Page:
Sceptic Schism | Issue 21

Sceptic Schism | Issue 21

Colonic Irrigation

Colonic irrigation is a process that its proponents claim will remove nonspecific “toxins” from the colon and intestinal tract. Water or other liquids are injected into the colon via a tube inserted into the rectum. It’s basically an enema that goes a lot further up. The idea is to wash out accumulations of putrefied faeces that line the walls of the large intestine where they can harbour parasites or pathogenic gut flora, causing a long list of complaints and diseases of every kind. Colonic irrigation therapists claim to be able to treat everything from acne to back pain to cancer.

The Vitalis Colon Care Clinic in Dunedin claims on its webpage that colonic irrigation will flush out “toxins”, parasites and blockages in the colon. These problems apparently occur because the society we live in is “filled with [sic] substances or chemicals, which are foreign and often harmful to our body”. This is correct. Being hit by a car is harmful to your body, and cars are made of substances and chemicals. Foreign objects inserted into the body, such as samurai swords, are harmful. The actual harmful chemicals to watch out for are not specified by Vitalis, and neither are the parasites supposedly living up your butt.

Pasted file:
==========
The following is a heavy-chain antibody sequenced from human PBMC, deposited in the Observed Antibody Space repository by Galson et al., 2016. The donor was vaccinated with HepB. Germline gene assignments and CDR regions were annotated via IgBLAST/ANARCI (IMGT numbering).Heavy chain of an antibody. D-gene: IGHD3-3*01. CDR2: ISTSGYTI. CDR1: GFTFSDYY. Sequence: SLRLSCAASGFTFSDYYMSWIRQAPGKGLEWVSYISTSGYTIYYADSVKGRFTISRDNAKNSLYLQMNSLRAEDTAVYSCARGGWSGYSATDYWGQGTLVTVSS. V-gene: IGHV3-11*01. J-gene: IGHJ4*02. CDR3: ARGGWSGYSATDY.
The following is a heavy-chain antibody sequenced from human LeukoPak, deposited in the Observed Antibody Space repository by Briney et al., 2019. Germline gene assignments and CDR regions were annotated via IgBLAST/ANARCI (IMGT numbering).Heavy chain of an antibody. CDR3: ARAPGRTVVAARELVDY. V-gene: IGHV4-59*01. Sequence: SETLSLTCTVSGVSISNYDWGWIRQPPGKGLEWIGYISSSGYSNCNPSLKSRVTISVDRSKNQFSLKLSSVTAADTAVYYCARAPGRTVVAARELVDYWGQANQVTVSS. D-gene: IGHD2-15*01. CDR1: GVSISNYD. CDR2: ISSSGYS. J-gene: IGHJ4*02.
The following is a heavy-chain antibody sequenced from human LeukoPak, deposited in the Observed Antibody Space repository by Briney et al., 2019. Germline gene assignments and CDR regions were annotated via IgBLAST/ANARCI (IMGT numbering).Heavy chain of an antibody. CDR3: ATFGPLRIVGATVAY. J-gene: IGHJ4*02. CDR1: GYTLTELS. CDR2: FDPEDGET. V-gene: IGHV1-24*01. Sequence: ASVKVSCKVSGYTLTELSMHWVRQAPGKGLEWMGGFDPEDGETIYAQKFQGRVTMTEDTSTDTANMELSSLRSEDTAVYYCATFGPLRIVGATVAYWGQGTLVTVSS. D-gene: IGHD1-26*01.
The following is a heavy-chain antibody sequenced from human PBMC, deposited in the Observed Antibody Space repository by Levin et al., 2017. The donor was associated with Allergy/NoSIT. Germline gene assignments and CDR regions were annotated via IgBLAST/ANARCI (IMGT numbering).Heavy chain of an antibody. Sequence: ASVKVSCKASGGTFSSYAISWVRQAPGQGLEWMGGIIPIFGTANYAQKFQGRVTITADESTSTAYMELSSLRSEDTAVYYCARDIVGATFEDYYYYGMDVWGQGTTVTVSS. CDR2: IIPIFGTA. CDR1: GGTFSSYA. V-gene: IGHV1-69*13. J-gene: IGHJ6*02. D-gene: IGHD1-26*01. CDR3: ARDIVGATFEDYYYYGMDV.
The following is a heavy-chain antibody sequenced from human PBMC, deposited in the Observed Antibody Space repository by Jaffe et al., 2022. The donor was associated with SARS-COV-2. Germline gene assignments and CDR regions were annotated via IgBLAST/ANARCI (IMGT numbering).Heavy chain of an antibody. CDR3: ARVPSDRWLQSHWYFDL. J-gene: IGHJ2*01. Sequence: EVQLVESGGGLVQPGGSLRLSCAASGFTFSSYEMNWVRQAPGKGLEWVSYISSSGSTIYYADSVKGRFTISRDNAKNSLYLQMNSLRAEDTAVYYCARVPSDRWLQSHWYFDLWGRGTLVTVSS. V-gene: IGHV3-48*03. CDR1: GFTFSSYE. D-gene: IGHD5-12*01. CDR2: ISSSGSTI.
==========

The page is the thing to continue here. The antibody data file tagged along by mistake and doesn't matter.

It all sounds quite refreshing, but there is no evidence that colonic irrigation will help cure what ails you. Colonic irrigation carries the risk of perforation of the bowel, and disruptions to the complex bacterial fauna of the gut, or the introduction of new bacteria, can wreak havoc on your bowel function. Overuse of colonics can cause severe dehydration and even death. There is no reason to believe that a regular, functioning bowel needs “detoxing”. Yes, poo is gross and riddled with bacteria, but colons are there to deal with it. Doctors do not prescribe colonics to people. Enemas are sometimes given for medical reasons such as severe constipation, and a patient’s colon may need to be cleaned out before a colonoscopy, but washing out your entire colon is not treatment in itself.

What would you pay to have a stranger squirt water up your bum for no reason? Vitalis will clean out your guts for $115, with additional treatments offered at a slightly lower price. If you want to commit to six sessions, it will cost you $480. A consultation costs $25, and an abdominal massage before your session is a further $30. Do yourself a favour and save your money: these people literally don’t know shit.

This article first appeared in Issue 21, 2015.
Posted 2:14pm Sunday 30th August 2015 by Wee Doubt.